E. Number of SO senior execs paid off to sign nondisclosure agreements in the past ten years.

10. One of the real things to watch is the covert consolidation of Scientology Orgs. Miscavige can call it whatever he wants, but consolidation is contraction and Scientology is contracting inwards upon itself with great force. The acquisition of real estate is a red herring. Purchasing buildings is meaningless in the face of Scientology’s uncontrollable and accelerating membership losses. The way out is through the nearest door.

11. The petard upon which Scientology is hanging itself is Disconnection and Fair Game.

False Advertising: What Scientology’s Super Bowl Ad Won’t Tell You

Super Bowl Sunday is one of the most exciting days of the year in America. The “big game” drew 112,000,000 viewers in 2016. Advertisers lined up to pay $5,000,000 for a 30 second spot, which works out to $166,666 per second.

The Scientology Cult spends tax exempt dollars on a Super Bowl ad each year. However, the Cult only runs its ad in regional markets and spends perhaps $1,000,000. As reported  by Tony Ortega, the Scientology Super Bowl has, in past years, contained text that claims various spiritual benefits for Scientology:

…There’s no language adequate to describe
The ultimate heights you can attain…
Your full potential

Seriously? The Scientology Cult actually claims that one can reach their full potential by becoming a Scientologist? This is not only a lie, but it is false advertising. If anything, the Scientology Cult devastates its own members by legally, financially, emotionally, mentally, and spiritually crippling them to the greatest extent possible. Facts:

* Scientologists must sign a series of contracts that strip them of their legal rights to sue the Church of Scientology for damages of any kind — up to and including death.

* Scientologists must sign a contract that allows their “Church” to literally kidnap them and hold them captive if they experience a severe psychiatric breakdown, or what Scientology calls a “Psych Break.” This contract states that as Scientology does not believe in psychiatry or mental illness, the Scientologist gives his or her fellow Scientologists legal permission to remove them from any psychiatric facility and relocate them to a Scientology facility. This contract is what killed Scientologist Lisa McPherson after she was removed from a hospital following her psychiatric breakdown in which she stripped herself naked on a public street and begged for help.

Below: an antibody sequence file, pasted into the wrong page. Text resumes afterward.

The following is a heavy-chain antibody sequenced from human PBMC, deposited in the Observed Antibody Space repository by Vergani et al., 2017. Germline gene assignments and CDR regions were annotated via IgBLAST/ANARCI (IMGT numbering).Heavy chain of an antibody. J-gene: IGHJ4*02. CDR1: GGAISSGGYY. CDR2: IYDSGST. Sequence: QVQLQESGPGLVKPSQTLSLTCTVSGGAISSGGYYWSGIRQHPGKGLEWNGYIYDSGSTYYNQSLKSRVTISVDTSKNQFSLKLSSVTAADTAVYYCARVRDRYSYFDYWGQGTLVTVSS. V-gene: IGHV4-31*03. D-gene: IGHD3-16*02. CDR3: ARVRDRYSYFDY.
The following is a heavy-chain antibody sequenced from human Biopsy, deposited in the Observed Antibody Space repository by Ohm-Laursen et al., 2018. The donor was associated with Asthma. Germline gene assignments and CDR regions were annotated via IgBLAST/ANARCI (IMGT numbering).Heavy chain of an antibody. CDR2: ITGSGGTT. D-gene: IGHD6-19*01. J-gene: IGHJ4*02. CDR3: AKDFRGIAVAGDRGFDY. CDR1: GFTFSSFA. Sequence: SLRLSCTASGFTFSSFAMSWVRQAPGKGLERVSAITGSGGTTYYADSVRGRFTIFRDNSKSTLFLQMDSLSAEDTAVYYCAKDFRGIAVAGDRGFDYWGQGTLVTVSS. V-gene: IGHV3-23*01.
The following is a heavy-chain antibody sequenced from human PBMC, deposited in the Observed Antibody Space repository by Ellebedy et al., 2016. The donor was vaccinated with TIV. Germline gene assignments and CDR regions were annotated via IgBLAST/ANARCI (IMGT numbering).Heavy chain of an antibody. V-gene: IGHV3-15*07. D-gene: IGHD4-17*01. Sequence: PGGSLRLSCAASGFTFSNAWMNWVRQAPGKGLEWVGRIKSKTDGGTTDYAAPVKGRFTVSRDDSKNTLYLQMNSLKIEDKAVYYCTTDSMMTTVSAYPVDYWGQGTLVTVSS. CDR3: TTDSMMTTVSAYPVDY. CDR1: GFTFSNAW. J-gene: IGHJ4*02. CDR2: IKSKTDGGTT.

*Scientology flagrantly lied to the IRS when it said it gave refunds and repayments of “monies on account for future services” to Scientologists who were unhappy and wanted their money back. The fact is that the greedy and deceptive Scientology Cult refuses refund and repayment requests by stating that there is no law requiring it to give any money back to anyone. This is Scientology’s bait and switch: Scientology salespeople will tell any lie or make any promise to separate  its members from their money — and once Scientology gets that money Scientologists will never get it back despite what Scientology policy says or what Scientologist told the IRS.

* Scientology Cult leader David Miscavige is so terrified of the public that he has not given an interview on television since his 1992 interview with Ted Koppel on ABC’s Nightline. The interview did not go well.

* Why David Miscavige is not the legitimate successor of L. Ron Hubbard. Rather, Miscavige rose to power in a series of coups in which he purged anyone who opposed him. This included Hubbard’s wife Mary Sue Hubbard who was the co-founder of the Church of Scientology.

* Why David Miscavige’s wife Shelly Miscavige is missing and has not been seen in public for over ten years. Vanity Fair’s outstanding article on Scientology’s Vanished Queen.

* Scientology’s secret teaching about Jesus Christ is a disgrace.

* Scientology’s secret Master Race doctrine embodies a call for a genocide against a certain class of people who comprise 2.5% of the world’s population.

* Stolen Valor: Scientology Founder L. Ron Hubbard’s fake war medals — Hubbard never served one day in combat and yet he claimed a Bronze Star and two Purple Heart’s and many other combat medals.

* The great big lie Scientology tells about the death of L. Ron Hubbard.

Flag Service Organization (FSO) IRS 990-T’s for 2008-2014

source-v196-cover
Flag Service Organization (FSO) IRS 990-T’s updated to include tax years 2013 and 2014.

Located in Clearwater, Florida “Flag” as it is called,  is the top moneymaking Org in the Scientology transnational criminal syndicate.

FSO Book Value 2014 $241,134,104

FSO Book Value 2013 $218,154,319

FSO Book Value 2012 $209,655,686

FSO Book Value 2011 $210,075,914

FSO Book Value 2010 $251,896,300

FSO Book Value 2009 $246,516,017

FSO Book Value 2008 $234,764,273

Flag Price Lists from 2007 for both services and accommodations:

flagpricing001

scn-price-list-7

1987: BBC Panorama on Scientology

In 1987 BBC Panorama broadcast an important show on Scientology that is now of great historical value. For example, this excerpt below features Don Larson, a member of Scientology’s infamous finance police.


This one hour show is presented in these five YouTube videos. What this BBC show reveals is that Transnational Corporate Scientology has always been a criminal organization and remains so today. The Xenu story is discussed in this 1987 BBC program.